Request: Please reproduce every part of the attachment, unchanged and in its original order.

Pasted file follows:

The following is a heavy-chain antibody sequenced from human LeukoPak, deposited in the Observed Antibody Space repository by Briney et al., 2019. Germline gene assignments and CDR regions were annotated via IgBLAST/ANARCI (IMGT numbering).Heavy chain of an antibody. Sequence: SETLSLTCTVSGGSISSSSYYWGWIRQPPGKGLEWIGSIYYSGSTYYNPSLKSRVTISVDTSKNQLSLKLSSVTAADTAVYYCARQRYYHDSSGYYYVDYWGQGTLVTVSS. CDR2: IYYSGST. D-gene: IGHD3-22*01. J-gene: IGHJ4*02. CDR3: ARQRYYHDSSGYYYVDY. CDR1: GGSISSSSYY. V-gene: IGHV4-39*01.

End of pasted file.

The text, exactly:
The following is a heavy-chain antibody sequenced from human LeukoPak, deposited in the Observed Antibody Space repository by Briney et al., 2019. Germline gene assignments and CDR regions were annotated via IgBLAST/ANARCI (IMGT numbering).Heavy chain of an antibody. Sequence: SETLSLTCTVSGGSISSSSYYWGWIRQPPGKGLEWIGSIYYSGSTYYNPSLKSRVTISVDTSKNQLSLKLSSVTAADTAVYYCARQRYYHDSSGYYYVDYWGQGTLVTVSS. CDR2: IYYSGST. D-gene: IGHD3-22*01. J-gene: IGHJ4*02. CDR3: ARQRYYHDSSGYYYVDY. CDR1: GGSISSSSYY. V-gene: IGHV4-39*01.